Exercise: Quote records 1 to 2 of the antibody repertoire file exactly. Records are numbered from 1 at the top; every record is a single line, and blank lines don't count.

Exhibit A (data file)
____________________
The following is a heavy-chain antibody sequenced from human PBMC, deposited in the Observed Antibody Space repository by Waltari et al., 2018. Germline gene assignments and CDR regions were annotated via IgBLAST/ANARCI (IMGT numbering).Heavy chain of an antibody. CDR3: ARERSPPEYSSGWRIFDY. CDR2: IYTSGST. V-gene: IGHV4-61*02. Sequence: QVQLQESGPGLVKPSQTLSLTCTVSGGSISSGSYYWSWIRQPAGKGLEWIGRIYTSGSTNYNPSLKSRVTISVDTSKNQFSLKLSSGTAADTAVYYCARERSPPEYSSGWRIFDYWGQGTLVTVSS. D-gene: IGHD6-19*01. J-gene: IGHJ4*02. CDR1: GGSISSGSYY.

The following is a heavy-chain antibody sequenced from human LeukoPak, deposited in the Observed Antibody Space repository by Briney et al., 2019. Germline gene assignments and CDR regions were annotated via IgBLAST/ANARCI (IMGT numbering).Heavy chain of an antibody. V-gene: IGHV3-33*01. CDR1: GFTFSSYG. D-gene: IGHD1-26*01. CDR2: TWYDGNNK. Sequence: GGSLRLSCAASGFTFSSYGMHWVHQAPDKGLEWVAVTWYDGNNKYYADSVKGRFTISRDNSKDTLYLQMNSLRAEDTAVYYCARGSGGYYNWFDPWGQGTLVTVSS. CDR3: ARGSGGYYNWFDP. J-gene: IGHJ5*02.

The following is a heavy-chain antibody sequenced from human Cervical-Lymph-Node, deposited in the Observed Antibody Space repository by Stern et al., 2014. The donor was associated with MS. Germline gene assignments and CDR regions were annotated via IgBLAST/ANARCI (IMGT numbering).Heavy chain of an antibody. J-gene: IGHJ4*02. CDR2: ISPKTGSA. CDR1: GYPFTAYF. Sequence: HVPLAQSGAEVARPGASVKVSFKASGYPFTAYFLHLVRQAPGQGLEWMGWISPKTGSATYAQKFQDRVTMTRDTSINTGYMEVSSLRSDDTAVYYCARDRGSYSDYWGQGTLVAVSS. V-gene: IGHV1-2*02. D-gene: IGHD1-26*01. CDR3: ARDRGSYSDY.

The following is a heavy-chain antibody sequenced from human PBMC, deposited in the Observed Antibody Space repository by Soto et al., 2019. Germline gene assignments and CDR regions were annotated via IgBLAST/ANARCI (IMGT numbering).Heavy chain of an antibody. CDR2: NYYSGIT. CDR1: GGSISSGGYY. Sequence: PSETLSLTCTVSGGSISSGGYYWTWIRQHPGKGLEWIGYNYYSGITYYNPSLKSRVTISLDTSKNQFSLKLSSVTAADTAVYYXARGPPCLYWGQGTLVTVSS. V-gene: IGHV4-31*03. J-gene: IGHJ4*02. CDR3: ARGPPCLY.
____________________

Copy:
The following is a heavy-chain antibody sequenced from human PBMC, deposited in the Observed Antibody Space repository by Waltari et al., 2018. Germline gene assignments and CDR regions were annotated via IgBLAST/ANARCI (IMGT numbering).Heavy chain of an antibody. CDR3: ARERSPPEYSSGWRIFDY. CDR2: IYTSGST. V-gene: IGHV4-61*02. Sequence: QVQLQESGPGLVKPSQTLSLTCTVSGGSISSGSYYWSWIRQPAGKGLEWIGRIYTSGSTNYNPSLKSRVTISVDTSKNQFSLKLSSGTAADTAVYYCARERSPPEYSSGWRIFDYWGQGTLVTVSS. D-gene: IGHD6-19*01. J-gene: IGHJ4*02. CDR1: GGSISSGSYY.

The following is a heavy-chain antibody sequenced from human LeukoPak, deposited in the Observed Antibody Space repository by Briney et al., 2019. Germline gene assignments and CDR regions were annotated via IgBLAST/ANARCI (IMGT numbering).Heavy chain of an antibody. V-gene: IGHV3-33*01. CDR1: GFTFSSYG. D-gene: IGHD1-26*01. CDR2: TWYDGNNK. Sequence: GGSLRLSCAASGFTFSSYGMHWVHQAPDKGLEWVAVTWYDGNNKYYADSVKGRFTISRDNSKDTLYLQMNSLRAEDTAVYYCARGSGGYYNWFDPWGQGTLVTVSS. CDR3: ARGSGGYYNWFDP. J-gene: IGHJ5*02.